I learned how to use a WordPress premium theme, which is a truly valuable skill that I use almost everyday. And I learned that you need to talk to people to have a successful blog. Or, really, a successful anything.

Mistake #3: Starting a blog about random things with no structure or end purpose in mind.

I’ve started 2 blogs, Push Year, and Curiosity Calls, just based on writing about random topics and my own experience.

Both of them got about 10 posts before they started collecting dust.

There’s nothing wrong with writing personal stories on a blog. In fact, one of my favorite posts EVER was on Push Year. It’s called Why Buffy is My Role Model.

So it wasn’t really the randomness of the topics that was the problem, but my lack of a plan. I didn’t consciously decide to take chunks of time in my schedule and devote them to blogging.

And I didn’t have any clue of what my end goal was.

So on I went, leaving 2 more dead blogs in my wake.

What I learned:

I LOVE writing about my experiences and insights. I am still figuring out how to do more of those types of posts on this blog.

But for me, it’s just not sustainable to have a blog that lacks a focus or purpose.

Mistake #4: Creating a blog structure that requires a LOT of work to maintain.

My last blog before this one was called 101 Conversations.

It’s about building business relationships, and it is fantastic. (If I do say so myself.)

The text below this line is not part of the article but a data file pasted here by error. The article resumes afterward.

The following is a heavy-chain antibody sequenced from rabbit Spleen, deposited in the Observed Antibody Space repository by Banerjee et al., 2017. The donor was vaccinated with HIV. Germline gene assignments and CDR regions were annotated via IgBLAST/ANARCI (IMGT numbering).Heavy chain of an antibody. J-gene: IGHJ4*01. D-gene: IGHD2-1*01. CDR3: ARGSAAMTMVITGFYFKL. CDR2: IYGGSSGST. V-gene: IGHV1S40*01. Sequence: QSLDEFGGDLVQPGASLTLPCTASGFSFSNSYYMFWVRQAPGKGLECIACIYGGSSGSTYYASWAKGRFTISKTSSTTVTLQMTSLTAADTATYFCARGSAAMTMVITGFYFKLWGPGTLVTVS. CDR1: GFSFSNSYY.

I spent a lot of time on it, from creating a clear brand, to making opt-ins, to promoting it.

The idea was that I would interview 101 people about building business relationships. I got to 30 (5 of which are unpublished).

I met a lot of awesome people by doing the project, including my weekly accountability partner, Josh, my awesome Mastermind group, and others that became clients or just friends.

But the problem was, publishing interviews takes a ton of work.

I had to reach out to people to interview, schedule the interviews, do the interviews, listen to them and pull out the insights, have the interviewee approve the post, and then publish and share it.

After awhile, it became more of a chore than a pleasure. So I had to let it go.

What I learned:

Lots of awesome lessons about how to build business relationships.

That I would rather write about my own ideas than write interviews.

That I LOVE interviewing people (just not writing about it) and it’s a great way of both learning and expanding my network.

How to brand my own blog. (I credit the Polish Your Online Brand Workshop by Christie Halmick for this. Sign up. It’s free, and awesome.)

My 4 biggest blogging blunders & why I'm glad I made them - Facebook

The bottom line is, because of my mistakes, I’ve started 5 “failed” blogs in the past 4 years.

But without those 5 blogs, I never could have started and maintained this one (which I see as my soul-mate, in blog form).

So if you are hesitating to start a blog because you’re afraid it will be a mistake, do it anyway.

I guarantee you’ll learn something valuable. And it may just be the blog you were meant to write.